New Noise Reduction Tool In Audacity

Updated On
13-Mar-2020
By
Ken
Audacity Noise Reduction

Audacity ( is a free audio recording and editing software program that can do some amazing things for the price:). We even have a tutorial course with videos showing you how to begin audio recording with almost no budget by using audacity - The Newbies Guide To Audio Recording Awesomeness 1: the Basics With Audacity.

It has always had a noise reduction tool - called "Noise Removal" - that worked fairly well. But frankly, though it was OK in a pinch, it wasn't really very good.

But with the release of version 2.1 in July, 2015, they upgraded the tool - now called "Noise Reduction." And it works a lot better than the original version!

Below is a video demo of the new Noise Reduction tool in Audacity 2.1 (and later). I just did a quick voice recording with the air conditioning running in the room, which causes a steady, low frequency background noise. Judge for yourself:). You can hear the noise (and then lack of it) better if you wear headphones.
If you use Reaper, here is how to do noise reduction using their built-in tools: ReaFIR Madness – The Hidden Noise Reduction Tool in Reaper

4 comments on “New Noise Reduction Tool In Audacity”

  1. To make it sound good to those who hate noise reduction (the acx crew admit to this openly): 0. Steep highpass to the lowest frequency you can sing if you haven't done so already, to ensure neither DC-offset or subsonic noise. 1. Duplicate the audio for a mix. 2. Apply the noise reduction, steep lowpass 5k (3k if needed), then limiter-boost to this duplicate. This will be AM-radio-like quality, but, ever-important, no annoying whineglass and chirp effects. 3. Mix in the original audio until you get -69db of baseline whitenoise (and get some of high end back). Don't race to the bottom on the noise level. Many online codecs have a habit of ruining audio with baseline white noise levels lower than -72, no matter how good the original sounds.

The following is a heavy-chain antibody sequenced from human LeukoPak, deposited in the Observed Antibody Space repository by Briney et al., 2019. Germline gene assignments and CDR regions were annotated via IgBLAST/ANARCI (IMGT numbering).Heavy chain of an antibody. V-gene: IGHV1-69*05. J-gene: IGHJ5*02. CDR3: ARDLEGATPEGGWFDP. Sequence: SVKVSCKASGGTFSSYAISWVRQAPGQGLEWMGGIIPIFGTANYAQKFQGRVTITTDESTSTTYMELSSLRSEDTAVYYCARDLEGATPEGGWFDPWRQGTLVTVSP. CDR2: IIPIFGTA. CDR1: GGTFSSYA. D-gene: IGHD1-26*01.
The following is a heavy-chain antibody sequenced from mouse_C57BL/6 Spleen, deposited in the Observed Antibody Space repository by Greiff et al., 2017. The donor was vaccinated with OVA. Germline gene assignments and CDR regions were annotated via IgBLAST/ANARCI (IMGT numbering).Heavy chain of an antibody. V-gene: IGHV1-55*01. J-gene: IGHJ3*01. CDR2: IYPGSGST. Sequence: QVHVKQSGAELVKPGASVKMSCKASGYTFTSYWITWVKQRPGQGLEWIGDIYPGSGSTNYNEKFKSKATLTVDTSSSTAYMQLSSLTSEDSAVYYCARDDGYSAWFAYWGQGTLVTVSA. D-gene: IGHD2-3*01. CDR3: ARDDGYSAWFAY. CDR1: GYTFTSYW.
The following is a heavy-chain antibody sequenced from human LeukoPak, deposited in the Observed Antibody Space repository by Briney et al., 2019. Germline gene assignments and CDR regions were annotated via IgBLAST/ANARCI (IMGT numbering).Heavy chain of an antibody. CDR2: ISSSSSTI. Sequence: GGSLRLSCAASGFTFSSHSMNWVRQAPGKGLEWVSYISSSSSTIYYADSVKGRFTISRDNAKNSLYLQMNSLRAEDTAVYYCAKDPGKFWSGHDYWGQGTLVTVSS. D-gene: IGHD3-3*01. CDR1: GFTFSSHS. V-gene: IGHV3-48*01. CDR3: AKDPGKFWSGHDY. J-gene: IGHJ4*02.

2. That sounds like terrible advice. I would never do all of that. The only time noise reduction would cause artifacts like you describe is if the audio was WAY too noisy to begin with. There is only so much noise reduction can do if the noise is very loud (signal-to-noise ratio much too low). But in a relatively quiet room with steady low-level background noise, there is typically no audible artifact at all. And over-processing any audio with multiple filters, cutting out vital frequencies (especially at 3-5 K where the voice is primarily located(!) will make things worse. If you're audio is so noisy that it needs anything like that, you need to re-record it in a quieter place.

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